By Laura Forlano, assistant professor, Illinois Institute of Technology.
In a world where connected devices are becoming increasingly commonplace — from fitness trackers to home appliances to adaptive traffic signals and smart grids — the question might be more appropriately rephrased as: How many networked light bulbs does it take to change a light bulb?
Currently, there is great enthusiasm about the Internet of Things (IoT) as these connected devices are more broadly known with companies vying to educate and capture various parts of the market by offering a wide range of trainings, grants and developer’s tools.
I remember the first time I heard the term “internet of things” mentioned by Lara Srivastava who at the time was working in the Strategy and Policy Unit of the International Telecommunications Union on a panel at the World Summit on the Information Society meeting in Geneva, Switzerland, in 2003. Visions of ubiquitous computing are often traced back to Mark Weiser’s well-known Scientific American article “The Computer for the 21st Century.”
« Are we building systems of technologies that will allow for choice among a wide range of competitors or locking them into monopolistic business practices? »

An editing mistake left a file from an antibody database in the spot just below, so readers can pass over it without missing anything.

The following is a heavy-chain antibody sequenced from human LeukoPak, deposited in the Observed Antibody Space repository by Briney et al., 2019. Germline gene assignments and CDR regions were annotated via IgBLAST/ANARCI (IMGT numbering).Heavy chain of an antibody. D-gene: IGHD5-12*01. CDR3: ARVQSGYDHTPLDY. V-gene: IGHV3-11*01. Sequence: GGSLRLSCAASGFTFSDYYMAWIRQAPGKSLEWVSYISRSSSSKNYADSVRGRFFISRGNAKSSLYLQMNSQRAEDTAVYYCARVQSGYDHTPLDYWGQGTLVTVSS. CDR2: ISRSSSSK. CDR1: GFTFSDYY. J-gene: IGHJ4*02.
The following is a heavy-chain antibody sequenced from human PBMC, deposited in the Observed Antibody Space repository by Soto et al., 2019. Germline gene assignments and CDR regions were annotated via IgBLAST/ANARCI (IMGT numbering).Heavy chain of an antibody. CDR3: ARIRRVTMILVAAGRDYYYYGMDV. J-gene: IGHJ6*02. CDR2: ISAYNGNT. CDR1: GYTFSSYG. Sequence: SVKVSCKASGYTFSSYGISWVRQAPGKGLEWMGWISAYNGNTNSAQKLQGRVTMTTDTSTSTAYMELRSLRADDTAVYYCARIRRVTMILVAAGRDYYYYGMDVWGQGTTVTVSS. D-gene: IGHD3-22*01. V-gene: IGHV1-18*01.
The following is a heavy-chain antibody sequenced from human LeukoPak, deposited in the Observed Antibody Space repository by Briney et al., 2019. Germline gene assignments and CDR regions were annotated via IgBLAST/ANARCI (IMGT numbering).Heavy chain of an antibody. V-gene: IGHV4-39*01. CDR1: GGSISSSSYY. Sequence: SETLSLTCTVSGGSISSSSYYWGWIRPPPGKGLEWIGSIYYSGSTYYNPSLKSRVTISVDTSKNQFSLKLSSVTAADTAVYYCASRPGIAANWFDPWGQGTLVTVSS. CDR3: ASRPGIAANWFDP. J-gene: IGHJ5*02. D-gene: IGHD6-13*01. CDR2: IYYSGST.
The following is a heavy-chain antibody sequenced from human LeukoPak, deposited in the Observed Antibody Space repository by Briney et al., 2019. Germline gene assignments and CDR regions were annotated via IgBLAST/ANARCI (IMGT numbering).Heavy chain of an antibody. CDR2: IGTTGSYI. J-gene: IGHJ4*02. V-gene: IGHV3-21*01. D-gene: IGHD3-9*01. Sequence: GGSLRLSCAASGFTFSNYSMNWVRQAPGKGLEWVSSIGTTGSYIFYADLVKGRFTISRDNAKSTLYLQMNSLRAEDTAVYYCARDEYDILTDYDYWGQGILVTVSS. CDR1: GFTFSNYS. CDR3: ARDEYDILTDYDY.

In present discussions of networked devices in the mainstream media, we are revisiting many familiar policy issues around the privacy and security of the data that will be collected, transmitted and stored. Equally important is whether these networks rely on common standards, interoperable protocols and open source software (and, even hardware).
Are we building systems of technologies that will allow for choice among a wide range of competitors or locking them into monopolistic business practices? Are we able to understand, control and ‘hack’ the devices that we choose to adopt? Who is included and who is excluded from these systems based on inherent biases with respect to race, class, gender, sexuality or other socio-cultural factors? Finally, how are other values — beauty and aesthetics (which are no less political), happiness and well-being, social and environmental sustainability as well as the right to be disconnected — being considered in these debates?
Here are a few recent design and engineering projects that might help broaden the discussion around openness, sharing and peer production in the IoT: the needy toaster, the ethical fan and littleBits.